Bush Violates Papal Protocol

People are apparently upset that President Bush violated protocol in his meeting with Joe Ratzinger this morning.

US President George W Bush drew gasps at the Vatican on Saturday by referring to Pope Benedict XVI as “sir” instead of the expected “His Holiness”, pool reporters said. They could clearly hear the US leader say “Yes, sir” when the pope asked him if he was going to meet with officials of the lay Catholic Sant’Egidio community at the US embassy later during his visit.

This causes gasps? Really?

Bush isn’t Catholic. He’s the leader of the dominant country on the planet. Aside from the age gap, it’s rather remarkable that he’s addressing the pope as “Sir.” Why on earth should he address him in the third person, let alone pretend that he considers him “holy”?

UPDATE: Ed Morrissey guesses that Bush likely called Ratzinger “Your Holiness” several times and that this was just a single answer to a direct question.

Michael van der Galiën thinks it’s simply a matter of “manners” to address people by their customary honorifics.

In Michael’s comments, I joked that “if I met the head of the KKK, I wouldn’t address him by whatever exalted title that comes with that position, either.” Perhaps differing with Christopher Hitchens, I don’t consider the pope and the Grand Wizard moral equivalents. But honorifics that apply within a particular society don’t automatically extend outside it, either.

I’d address Tony Blair as “sir” or “Mr. Prime Minister.” I’d address Queen Elizabeth II as “m’am” out of deference to her age and responsibility but certainly wouldn’t address her as “Your Majesty” nor kneel in her presence. I’m not her subject. “Sir” or “m’am” connote respect; “Your Holiness” or “Your Majesty” imply subservience.

Furthermore, heads of state are not subservient to one another. The United States is a sovereign country and Bush is its leader. Kowtowing to religious leaders and monarchs would be unbefitting his station.

Similarly, I wouldn’t think the head of other churches would address Ratzinger as “Your Holiness” nor would another monarch address QEII as “Your Majesty.”

FILED UNDER: Religion, US Politics, , ,
James Joyner
About James Joyner
James Joyner is Professor and Department Head of Security Studies at Marine Corps University's Command and Staff College and a nonresident senior fellow at the Scowcroft Center for Strategy and Security at the Atlantic Council. He's a former Army officer and Desert Storm vet. Views expressed here are his own. Follow James on Twitter @DrJJoyner.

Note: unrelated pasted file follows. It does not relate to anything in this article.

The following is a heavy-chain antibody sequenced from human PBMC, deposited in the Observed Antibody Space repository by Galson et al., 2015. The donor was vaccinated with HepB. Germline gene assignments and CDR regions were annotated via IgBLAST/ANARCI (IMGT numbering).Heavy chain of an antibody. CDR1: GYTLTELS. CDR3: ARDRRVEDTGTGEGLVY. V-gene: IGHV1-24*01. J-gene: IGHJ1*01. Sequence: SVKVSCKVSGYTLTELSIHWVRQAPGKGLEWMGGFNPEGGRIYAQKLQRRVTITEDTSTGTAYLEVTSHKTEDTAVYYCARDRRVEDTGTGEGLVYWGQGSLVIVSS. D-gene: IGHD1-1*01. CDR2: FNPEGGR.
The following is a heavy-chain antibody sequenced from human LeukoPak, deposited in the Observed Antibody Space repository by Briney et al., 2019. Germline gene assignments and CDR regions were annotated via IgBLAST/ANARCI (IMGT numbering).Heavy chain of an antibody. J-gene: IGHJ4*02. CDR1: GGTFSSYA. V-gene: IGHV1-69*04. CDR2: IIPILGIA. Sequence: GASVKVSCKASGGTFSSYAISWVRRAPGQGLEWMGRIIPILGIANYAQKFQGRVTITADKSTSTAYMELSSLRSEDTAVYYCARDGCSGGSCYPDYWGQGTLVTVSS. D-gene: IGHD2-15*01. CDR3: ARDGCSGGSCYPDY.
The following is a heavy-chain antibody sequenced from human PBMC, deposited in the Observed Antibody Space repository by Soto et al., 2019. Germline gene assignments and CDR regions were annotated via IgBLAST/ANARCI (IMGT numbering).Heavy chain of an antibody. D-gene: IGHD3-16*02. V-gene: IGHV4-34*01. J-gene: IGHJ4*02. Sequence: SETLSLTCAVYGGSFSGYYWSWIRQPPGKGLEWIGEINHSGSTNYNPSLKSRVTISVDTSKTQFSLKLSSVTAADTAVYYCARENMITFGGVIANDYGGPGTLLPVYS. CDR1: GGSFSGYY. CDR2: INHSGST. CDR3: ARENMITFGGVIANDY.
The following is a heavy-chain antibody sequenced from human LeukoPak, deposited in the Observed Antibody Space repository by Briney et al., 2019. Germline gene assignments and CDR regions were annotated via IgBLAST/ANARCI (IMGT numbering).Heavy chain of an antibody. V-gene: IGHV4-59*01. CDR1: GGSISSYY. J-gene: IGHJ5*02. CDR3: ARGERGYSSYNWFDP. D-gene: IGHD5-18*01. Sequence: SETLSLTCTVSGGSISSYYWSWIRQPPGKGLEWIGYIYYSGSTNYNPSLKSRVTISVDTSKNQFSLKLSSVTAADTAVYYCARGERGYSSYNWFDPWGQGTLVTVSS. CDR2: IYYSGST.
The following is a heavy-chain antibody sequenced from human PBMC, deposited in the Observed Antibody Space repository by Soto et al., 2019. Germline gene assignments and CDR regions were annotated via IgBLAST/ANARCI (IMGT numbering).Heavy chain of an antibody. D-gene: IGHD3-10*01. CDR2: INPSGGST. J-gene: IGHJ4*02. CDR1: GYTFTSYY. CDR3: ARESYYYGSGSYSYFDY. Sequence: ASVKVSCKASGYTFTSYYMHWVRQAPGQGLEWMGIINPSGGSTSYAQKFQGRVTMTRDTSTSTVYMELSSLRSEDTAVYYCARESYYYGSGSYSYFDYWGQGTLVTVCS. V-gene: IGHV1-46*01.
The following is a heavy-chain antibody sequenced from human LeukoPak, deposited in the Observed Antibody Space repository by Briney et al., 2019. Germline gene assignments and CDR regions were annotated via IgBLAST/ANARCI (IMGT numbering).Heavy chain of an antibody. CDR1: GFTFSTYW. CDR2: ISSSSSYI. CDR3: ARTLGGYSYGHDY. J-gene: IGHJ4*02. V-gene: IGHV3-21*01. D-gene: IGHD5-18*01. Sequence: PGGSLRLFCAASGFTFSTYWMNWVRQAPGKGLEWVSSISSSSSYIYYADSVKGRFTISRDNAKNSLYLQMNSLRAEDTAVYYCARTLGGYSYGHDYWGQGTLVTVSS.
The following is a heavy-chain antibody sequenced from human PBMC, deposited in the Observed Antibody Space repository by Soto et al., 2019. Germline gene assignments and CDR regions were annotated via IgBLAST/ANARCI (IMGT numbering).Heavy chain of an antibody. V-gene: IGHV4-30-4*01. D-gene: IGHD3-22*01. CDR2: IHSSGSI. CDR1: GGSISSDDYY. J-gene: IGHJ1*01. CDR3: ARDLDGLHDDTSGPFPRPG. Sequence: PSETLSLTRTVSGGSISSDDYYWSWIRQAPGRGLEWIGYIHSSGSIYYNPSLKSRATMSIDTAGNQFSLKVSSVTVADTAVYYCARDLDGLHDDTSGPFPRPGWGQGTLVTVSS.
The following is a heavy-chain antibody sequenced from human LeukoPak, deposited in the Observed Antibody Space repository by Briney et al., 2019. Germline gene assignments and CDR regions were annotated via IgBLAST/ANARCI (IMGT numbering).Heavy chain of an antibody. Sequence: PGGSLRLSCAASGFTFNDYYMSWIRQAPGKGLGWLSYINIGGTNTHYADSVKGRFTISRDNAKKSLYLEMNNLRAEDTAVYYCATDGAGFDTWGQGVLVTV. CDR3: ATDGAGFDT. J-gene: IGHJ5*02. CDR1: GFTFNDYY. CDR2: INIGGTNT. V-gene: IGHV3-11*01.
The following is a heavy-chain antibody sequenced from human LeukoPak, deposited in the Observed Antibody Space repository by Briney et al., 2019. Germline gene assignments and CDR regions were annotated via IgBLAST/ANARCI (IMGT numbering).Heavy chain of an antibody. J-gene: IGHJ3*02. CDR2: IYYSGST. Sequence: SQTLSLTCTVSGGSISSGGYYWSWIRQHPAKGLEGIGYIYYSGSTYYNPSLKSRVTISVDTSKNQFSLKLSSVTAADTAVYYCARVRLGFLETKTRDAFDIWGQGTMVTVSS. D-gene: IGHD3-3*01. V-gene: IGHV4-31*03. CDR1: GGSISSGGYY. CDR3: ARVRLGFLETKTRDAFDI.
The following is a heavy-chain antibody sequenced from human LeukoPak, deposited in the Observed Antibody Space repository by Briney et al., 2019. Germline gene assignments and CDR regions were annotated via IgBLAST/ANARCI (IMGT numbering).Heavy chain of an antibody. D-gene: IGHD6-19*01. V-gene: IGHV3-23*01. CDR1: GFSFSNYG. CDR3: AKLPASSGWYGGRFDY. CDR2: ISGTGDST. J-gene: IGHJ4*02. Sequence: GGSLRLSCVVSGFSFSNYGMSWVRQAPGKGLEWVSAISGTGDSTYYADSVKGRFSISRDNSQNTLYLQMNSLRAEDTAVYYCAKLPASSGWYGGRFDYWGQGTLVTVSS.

Comments

  1. James,

    I told my wife this story. She thinks I should Bush a Knucklehead award. You got to love those devout Catholic. Filipinas.

    Welcome home.

    Bill

  2. cirby says:

    …and, in the next few days, we’ll see horrified posts from people who are mightily offended by the way Bush addressed the Pope.

    Of course, at least half of those people who will be making all of the noise are also folks who think dressing up as a “naughty nun” or a “horny priest” during Halloween is the height of humor.

  3. just me says:

    This is much ado about nothing.

    Bush isn’t Catholic.
    I seriously doubt the Pope was offended-“Yes, Sir” isn’t exactly direspectful, and I know for a fact some of the people who will chide him have probably called the pope worse.

    Seems to me the people who dropped the ball here are the protocol people that prep the president for such meetings.

  4. Ten Jones says:

    OK, so how about I’d address the President of the United States of America with “Yo, Homes!” in public? Or “Whassup, Mofo?”

    I mean (to adapt your argument): my neighborhood is really, really cool (maybe the coolest ‘Hood evar) and besides terms like “Homes” or “Mofo” are considered terms of endearment and respect where I come from…

    … do you see my point?

    Whenever I’m a guest anywhere I try to adhere to local protocol — among leaders of state and suchlike that’s actually often vitally important (see: diplomacy). So, yes, that was bad behaviour by Mr. Bush (or his protocol should have briefed him better), and, no, it’s of course not the end of the world. But definitely noteworty for the lack of respect it shows (deliberate or through sloppiness).

  5. Nikolay says:

    Given the great respect that Bush gives to Islamic butchers, it would seem fair not to piss off Pope either.

  6. just me says:

    OK, so how about I’d address the President of the United States of America with “Yo, Homes!” in public? Or “Whassup, Mofo?”

    But these aren’t really comparable to calling the Pope “sir.”

    I would say calling the president “Mr. Bush” instead of “Mr. President” or “President Bush” is along the same lines as calling the Pope “Sir.”

  7. William d'Inger says:

    Yawn. Um,by the way, what did Paris have for breakfast?

  8. Ten Jones says:

    to: “just me”

    Yes, I know. I was using a rethorical figure called “hyperbole” to make my argument more fun to read. The actual argument, though, still stands: It was impolite (bordering on rude in the particular situation/environment), and in diplomatic circles (at that level) something like that definitely should not happen, be it by deliberation or sloppiness.

    As I said: No “biggie” in the grand panorama of human relations through the ages; but I’m also not surprised that it was noted “with raised eyebrows”.

  9. Anderson says:

    I don’t think it’s shocking, but by JJ’s logic, an atheist ought not to call a pastor “Reverend,” etc. I think plenty of people who aren’t Catholic, or even Christian, have obeyed common courtesy and addressed the pope as he likes to be addressed.